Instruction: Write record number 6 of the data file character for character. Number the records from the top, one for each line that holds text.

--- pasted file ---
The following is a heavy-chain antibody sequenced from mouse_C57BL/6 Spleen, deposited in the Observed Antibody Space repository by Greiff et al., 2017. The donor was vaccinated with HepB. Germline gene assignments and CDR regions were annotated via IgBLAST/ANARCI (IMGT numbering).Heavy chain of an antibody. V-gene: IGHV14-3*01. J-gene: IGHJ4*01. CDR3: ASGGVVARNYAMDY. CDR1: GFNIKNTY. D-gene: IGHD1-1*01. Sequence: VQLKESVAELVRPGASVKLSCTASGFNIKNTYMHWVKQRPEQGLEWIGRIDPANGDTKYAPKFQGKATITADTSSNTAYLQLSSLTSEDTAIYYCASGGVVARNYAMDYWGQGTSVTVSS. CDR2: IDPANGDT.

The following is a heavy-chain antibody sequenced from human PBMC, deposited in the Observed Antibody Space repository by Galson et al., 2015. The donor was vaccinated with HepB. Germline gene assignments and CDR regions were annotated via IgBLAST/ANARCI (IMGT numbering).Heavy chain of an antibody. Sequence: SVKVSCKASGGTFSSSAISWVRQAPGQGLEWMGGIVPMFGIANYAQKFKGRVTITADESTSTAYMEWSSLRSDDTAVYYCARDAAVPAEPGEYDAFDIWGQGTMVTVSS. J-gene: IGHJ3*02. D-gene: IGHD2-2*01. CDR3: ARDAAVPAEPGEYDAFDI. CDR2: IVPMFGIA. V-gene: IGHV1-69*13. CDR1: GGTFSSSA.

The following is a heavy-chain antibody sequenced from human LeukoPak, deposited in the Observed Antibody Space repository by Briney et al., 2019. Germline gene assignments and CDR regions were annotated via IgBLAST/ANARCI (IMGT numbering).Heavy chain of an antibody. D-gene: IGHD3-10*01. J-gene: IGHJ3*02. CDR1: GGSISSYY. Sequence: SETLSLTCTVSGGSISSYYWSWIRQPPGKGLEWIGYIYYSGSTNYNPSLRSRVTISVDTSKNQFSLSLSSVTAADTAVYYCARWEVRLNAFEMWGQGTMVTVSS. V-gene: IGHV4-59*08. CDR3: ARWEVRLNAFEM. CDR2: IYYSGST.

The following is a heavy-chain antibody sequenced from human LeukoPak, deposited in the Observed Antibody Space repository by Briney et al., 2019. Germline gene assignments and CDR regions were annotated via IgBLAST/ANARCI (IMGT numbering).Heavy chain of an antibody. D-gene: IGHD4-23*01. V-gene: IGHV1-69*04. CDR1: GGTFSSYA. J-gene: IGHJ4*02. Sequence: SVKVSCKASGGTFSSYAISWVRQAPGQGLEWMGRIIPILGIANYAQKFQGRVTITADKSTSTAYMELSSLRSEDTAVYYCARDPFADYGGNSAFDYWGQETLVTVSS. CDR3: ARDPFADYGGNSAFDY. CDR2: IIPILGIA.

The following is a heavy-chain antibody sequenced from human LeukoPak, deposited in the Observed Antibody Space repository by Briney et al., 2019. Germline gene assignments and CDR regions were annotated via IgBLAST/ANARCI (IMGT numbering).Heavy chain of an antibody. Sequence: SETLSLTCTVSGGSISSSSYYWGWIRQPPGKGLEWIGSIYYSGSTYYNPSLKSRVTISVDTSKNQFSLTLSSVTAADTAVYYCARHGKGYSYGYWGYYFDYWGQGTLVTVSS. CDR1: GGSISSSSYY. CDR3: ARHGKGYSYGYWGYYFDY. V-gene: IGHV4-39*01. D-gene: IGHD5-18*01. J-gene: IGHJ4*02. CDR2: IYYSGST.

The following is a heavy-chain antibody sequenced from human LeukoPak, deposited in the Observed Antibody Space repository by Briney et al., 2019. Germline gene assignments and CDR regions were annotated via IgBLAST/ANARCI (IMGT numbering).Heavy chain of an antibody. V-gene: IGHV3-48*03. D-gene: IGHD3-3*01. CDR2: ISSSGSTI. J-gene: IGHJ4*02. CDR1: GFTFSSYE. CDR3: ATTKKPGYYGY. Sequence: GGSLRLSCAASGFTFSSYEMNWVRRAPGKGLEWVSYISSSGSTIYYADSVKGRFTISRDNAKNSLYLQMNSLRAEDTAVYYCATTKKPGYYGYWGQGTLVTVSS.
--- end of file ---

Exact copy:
The following is a heavy-chain antibody sequenced from human LeukoPak, deposited in the Observed Antibody Space repository by Briney et al., 2019. Germline gene assignments and CDR regions were annotated via IgBLAST/ANARCI (IMGT numbering).Heavy chain of an antibody. V-gene: IGHV3-48*03. D-gene: IGHD3-3*01. CDR2: ISSSGSTI. J-gene: IGHJ4*02. CDR1: GFTFSSYE. CDR3: ATTKKPGYYGY. Sequence: GGSLRLSCAASGFTFSSYEMNWVRRAPGKGLEWVSYISSSGSTIYYADSVKGRFTISRDNAKNSLYLQMNSLRAEDTAVYYCATTKKPGYYGYWGQGTLVTVSS.